I did some cool things in Searcy. I didn’t realize how cool it actually was until I went somewhere else and started to realize that not everyone does those kinds of things.
One of the greatest things I was able to do there was jail ministry. Every week me and a friend, usually my friend Dylan Pyeatt, would go into J-Pod and hang out with gang-bangers, meth heads and the occasional murderer. We developed some great friendships there that led far beyond the cells and confines of White County Jail. Often we would meet up with guys once they got out, trying to be a good influence, helping them get on their feet. I had a guy live with me in the dorms for a while, and we were always game to give a person a ride from point A to point B.
We really enjoyed our time there. There were days of frustration, but I really do tend to sweep those under the rug when I look back and think about some of the really great times there.
From all those years I still have one friend that I am in constant contact with and that is my friend Woody. I have talked about Woody before so I will not go into his story. But suffice it to say, it is a sad one. He was, in my humble opinion, tricked into signing an awful sentence while in the throes of guilt.
Woody is one of the only people from my time in jail whose seed I got to watch really burst into authentic faith. He is going to be in prison for a long time, he is not acting faithfully to achieve a better sentence or get an early release. He is not eligible for a long time. Instead, I have seen his faith grow exponentially after receiving his harsh sentence and his hopes of early release being dashed.
We trade about a letter a week, he writing from Cummins unit in Pine Bluff, Arkansas. I bet over the course of our friendship we have traded over a hundred letters. I still have all of his.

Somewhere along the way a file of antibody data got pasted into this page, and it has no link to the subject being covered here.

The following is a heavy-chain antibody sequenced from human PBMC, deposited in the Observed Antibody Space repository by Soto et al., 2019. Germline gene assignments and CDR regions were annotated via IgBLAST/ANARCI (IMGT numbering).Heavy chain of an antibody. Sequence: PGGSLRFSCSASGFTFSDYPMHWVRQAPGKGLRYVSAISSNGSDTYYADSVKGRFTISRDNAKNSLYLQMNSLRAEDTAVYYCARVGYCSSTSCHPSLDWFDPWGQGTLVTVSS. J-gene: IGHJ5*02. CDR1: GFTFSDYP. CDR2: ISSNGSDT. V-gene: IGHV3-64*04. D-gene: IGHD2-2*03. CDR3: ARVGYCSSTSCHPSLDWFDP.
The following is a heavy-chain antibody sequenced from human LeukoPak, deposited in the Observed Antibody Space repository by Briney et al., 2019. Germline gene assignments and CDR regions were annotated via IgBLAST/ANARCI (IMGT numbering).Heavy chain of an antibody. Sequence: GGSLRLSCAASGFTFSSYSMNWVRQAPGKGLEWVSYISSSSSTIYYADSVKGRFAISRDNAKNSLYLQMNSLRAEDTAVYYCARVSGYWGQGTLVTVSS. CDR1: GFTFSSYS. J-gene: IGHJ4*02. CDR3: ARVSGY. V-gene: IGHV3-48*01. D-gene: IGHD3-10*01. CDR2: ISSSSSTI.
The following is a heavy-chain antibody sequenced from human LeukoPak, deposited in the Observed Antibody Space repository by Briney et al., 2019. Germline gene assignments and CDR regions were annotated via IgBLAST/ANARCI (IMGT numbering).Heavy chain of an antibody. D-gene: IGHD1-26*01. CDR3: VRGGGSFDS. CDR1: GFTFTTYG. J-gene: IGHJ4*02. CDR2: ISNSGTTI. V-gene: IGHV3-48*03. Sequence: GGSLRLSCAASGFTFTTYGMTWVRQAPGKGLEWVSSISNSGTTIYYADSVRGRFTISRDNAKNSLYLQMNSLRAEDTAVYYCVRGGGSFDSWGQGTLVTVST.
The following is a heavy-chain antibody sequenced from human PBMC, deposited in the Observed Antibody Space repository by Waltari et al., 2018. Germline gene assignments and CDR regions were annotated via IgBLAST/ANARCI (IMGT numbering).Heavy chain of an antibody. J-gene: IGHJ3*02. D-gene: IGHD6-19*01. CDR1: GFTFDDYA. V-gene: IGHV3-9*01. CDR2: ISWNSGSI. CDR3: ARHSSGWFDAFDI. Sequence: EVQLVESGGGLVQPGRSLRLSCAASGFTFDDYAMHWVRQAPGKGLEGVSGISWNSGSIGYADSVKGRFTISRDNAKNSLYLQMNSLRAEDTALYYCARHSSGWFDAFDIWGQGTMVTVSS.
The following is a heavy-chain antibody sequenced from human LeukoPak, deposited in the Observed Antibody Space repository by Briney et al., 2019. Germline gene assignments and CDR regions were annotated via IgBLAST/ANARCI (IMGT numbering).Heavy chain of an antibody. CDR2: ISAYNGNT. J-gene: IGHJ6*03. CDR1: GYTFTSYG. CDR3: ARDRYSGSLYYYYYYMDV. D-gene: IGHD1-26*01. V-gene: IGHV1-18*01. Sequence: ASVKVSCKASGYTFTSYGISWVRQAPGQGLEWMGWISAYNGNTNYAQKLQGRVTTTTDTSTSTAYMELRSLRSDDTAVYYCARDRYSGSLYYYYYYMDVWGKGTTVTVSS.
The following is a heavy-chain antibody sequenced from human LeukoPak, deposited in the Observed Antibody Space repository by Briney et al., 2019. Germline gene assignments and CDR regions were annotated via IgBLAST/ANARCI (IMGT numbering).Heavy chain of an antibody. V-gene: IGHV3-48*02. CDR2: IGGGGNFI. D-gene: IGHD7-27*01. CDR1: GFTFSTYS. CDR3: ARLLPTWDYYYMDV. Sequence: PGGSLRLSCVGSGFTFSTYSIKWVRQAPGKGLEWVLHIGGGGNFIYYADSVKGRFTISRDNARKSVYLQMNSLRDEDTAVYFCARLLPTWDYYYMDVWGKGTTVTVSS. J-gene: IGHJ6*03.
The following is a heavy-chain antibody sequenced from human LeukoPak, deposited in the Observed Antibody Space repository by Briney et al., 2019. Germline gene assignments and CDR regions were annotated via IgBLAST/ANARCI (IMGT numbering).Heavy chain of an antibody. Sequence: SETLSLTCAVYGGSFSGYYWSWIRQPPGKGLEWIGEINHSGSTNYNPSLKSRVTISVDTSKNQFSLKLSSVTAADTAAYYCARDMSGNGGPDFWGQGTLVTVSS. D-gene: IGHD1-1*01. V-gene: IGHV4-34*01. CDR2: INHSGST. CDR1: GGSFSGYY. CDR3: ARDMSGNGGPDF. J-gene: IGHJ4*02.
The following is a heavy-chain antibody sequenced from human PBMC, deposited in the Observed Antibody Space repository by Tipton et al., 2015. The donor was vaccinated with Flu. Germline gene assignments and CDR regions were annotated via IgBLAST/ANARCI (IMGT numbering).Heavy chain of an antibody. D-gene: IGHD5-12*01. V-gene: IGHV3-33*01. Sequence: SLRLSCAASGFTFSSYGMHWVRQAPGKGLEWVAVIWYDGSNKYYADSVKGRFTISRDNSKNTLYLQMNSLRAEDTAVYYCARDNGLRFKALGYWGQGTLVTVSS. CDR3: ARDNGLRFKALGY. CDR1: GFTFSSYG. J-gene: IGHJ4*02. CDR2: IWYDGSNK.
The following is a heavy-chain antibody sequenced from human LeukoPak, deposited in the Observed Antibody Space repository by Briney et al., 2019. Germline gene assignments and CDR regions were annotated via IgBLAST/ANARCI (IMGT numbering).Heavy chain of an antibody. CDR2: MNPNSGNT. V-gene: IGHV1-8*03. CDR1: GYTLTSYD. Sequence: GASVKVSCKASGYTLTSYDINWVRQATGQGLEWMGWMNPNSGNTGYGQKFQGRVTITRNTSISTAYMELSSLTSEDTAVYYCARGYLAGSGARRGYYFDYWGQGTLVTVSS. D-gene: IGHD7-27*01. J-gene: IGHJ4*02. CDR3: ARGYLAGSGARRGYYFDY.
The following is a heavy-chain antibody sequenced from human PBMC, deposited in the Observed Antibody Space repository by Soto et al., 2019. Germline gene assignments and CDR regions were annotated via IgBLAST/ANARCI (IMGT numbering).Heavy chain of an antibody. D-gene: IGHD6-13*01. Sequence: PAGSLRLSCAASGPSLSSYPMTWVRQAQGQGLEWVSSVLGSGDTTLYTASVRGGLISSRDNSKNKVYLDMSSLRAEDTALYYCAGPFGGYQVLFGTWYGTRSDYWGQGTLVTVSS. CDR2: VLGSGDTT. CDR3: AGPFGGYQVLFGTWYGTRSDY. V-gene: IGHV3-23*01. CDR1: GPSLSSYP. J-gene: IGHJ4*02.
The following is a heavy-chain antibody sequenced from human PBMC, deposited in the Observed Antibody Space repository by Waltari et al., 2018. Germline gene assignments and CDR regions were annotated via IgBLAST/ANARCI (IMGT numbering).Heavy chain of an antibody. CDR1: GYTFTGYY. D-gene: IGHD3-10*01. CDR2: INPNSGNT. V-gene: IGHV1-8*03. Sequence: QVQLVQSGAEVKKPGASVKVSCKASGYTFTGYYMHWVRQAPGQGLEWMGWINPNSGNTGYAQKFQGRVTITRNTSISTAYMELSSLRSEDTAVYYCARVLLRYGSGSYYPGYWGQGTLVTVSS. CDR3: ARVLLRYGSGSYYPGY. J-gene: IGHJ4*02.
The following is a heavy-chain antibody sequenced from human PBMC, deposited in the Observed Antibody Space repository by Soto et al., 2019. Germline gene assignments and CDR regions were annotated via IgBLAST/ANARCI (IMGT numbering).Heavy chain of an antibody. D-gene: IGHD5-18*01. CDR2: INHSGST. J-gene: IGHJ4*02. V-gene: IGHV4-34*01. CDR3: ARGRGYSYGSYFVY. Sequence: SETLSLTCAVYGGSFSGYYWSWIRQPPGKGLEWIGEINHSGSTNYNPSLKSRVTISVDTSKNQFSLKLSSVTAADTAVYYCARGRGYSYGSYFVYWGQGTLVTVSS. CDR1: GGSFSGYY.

Logan has gotten into reading his letters and sharing in our correspondence. So it was very exciting for her to finally get to meet him a few weeks ago when we took a trip to Pine Bluff. He is lonely in jail so mostly we just listened to his stories about life in and out of prison. He told us about his family, about his co-prisoners and about Jesus. He talked a lot about his life before jail, prison and Christ.
When we left the prison Logan said, “I bet I wouldn’t even recognize him before he knew Jesus. I bet he was a completely different person, he would have even looked different.”
I told Woody about this, knowing it would encourage him. He sent me a letter today saying, “Logan would not have known me before the Lord came into my heart and life. You would have been to find anyone (including my family) who would give a good testimony of me.” He glowingly added how excited he was to find out that he had gotten a good behavior report from one of his prison supervisors and how that was another testament to his changing life.
I love Woody’s letters. He is such an upbeat spirit and a consistently changing life. God works in strange ways, on strange people. We can all testify to that.